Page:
This way of thinking becomes essential, because as soon as the campaign stops offering up sage advice and hints at key points, Wargroove becomes crushingly difficult, especially with no in-mission checkpoints to offer a salve after you fail a 30-minute long defence mission due to a misclick.
The missions, largely, can feel like fights of attrition because you’re playing an economy game. Capturing houses gives you cash every turn, and you’ll slowly try to rob the enemy of their structures while keeping your own reserves high so you can slowly choke out their forces via superior numbers. This might sound difficult, but it means tiny bits of heroism come thick and fast as you push through small enemy lines or use a hulking trebuchet to snipe out occupied buildings.
And misclicks will happen. In fact, the user interface in general leaves a little to be desired. It’s surprisingly easy while trying to interact with your troops to accidentally end up skipping your turn, on the Switch edition, at least. This ended up with me failing a fairly punishing mission after I accidentally skipped my entire turn while things were on a knife edge, leading to my commander getting bundled. This wasn’t as much of an issue on the PC, but that one small menu issue constantly tossed a spanner in the works on the Nintendo version.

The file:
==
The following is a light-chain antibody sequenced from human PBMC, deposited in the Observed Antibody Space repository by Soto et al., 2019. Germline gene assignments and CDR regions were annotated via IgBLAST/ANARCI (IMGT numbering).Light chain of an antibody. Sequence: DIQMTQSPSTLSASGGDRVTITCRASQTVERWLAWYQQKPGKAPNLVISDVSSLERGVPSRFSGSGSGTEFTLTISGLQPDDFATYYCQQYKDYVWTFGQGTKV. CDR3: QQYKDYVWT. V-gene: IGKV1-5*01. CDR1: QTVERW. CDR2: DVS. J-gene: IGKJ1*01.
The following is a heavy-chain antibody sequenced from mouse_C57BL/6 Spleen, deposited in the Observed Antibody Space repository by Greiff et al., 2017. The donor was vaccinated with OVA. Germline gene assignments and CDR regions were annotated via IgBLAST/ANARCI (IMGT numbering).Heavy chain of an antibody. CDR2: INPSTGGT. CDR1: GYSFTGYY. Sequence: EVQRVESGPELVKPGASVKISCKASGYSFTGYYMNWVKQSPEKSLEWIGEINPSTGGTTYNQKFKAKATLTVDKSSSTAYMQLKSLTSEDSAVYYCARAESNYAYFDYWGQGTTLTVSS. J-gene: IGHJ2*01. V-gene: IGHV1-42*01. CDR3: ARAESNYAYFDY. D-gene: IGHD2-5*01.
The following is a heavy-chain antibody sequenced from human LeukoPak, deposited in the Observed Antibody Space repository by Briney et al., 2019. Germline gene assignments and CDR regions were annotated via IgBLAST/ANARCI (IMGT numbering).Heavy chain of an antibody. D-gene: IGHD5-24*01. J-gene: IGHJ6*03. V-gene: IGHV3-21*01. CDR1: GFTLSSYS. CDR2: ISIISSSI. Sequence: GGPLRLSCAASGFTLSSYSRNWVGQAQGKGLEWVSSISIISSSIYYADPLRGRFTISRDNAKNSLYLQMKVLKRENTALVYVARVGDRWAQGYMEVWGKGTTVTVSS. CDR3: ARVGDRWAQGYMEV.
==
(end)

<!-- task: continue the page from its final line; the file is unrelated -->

There’s a wealth of content across the board here, with the extensive campaign, an arcade mode which lets you play as any commander for a series of battles, and some very light story-work. Then there’s the multiplayer, which I played without problems with another Switch player, although PC and Xbox One crossplay is also a feature. If that doesn’t work for you, you can also create your own campaigns for people to take a swing at, including dialogue editing.
It’s a brilliant wedge of content, and a great option for people sorely missing Intelligent Systems’ brand of cut back strategy, but it’s hard to come up with a reason to firmly recommend this if you haven’t played the original.
I there are a lot of dogs, I suppose. Four legged friends are a big part of the arrangement here, with fluffy armoured dogs of war being your best scouts and some of your most mobile infantry. If I were a cynic, I’d suggest this addition of cute dogs is to capture the social media generation. This is perhaps confirmed by the fact that dogs never actually die in the game. When they run out of health they merely scarper instead of perishing.
They’re definitely cute, but it feels like they’re targeted specifically to make me think they’re cute, which makes me roll my eyes a bit. But also, they’re real good dogs. Whatever else Wargroove has going on, there’s no denying that that the art and animation gives every unit great characterisation.
Wargroove is a faithful update of a classic strategy series and, despite some smart additions, never really achieves more than that. The competence is commendable, and this is a solid game that will keep strategy fans amused for a while.
Unfortunately, the final third of the campaign suffers from huge difficulty issues, which are exacerbated by UI and UX problems. Broadly, I like Wargroove, but without the rosy tinge of nostalgia it’s hard to see why you would those desperate for cut-back strategy wouldn’t just opt for Into The Breach, instead.